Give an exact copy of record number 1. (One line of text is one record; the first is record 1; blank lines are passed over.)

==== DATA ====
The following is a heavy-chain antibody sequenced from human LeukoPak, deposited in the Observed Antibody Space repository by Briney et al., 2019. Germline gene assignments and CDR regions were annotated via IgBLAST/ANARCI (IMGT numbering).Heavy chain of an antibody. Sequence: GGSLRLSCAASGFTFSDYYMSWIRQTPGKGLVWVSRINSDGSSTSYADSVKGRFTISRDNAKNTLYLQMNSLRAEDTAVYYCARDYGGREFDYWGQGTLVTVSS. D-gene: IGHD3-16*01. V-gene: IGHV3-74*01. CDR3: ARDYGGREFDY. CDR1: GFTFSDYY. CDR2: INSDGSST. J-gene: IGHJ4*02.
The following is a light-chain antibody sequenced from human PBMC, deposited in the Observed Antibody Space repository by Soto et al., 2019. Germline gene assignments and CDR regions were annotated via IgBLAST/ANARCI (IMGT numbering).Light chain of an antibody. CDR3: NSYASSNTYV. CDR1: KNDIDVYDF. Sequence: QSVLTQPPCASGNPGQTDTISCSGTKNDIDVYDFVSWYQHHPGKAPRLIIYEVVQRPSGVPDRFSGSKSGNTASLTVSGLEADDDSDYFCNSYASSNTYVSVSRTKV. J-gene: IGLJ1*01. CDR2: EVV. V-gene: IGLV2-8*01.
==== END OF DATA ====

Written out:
The following is a heavy-chain antibody sequenced from human LeukoPak, deposited in the Observed Antibody Space repository by Briney et al., 2019. Germline gene assignments and CDR regions were annotated via IgBLAST/ANARCI (IMGT numbering).Heavy chain of an antibody. Sequence: GGSLRLSCAASGFTFSDYYMSWIRQTPGKGLVWVSRINSDGSSTSYADSVKGRFTISRDNAKNTLYLQMNSLRAEDTAVYYCARDYGGREFDYWGQGTLVTVSS. D-gene: IGHD3-16*01. V-gene: IGHV3-74*01. CDR3: ARDYGGREFDY. CDR1: GFTFSDYY. CDR2: INSDGSST. J-gene: IGHJ4*02.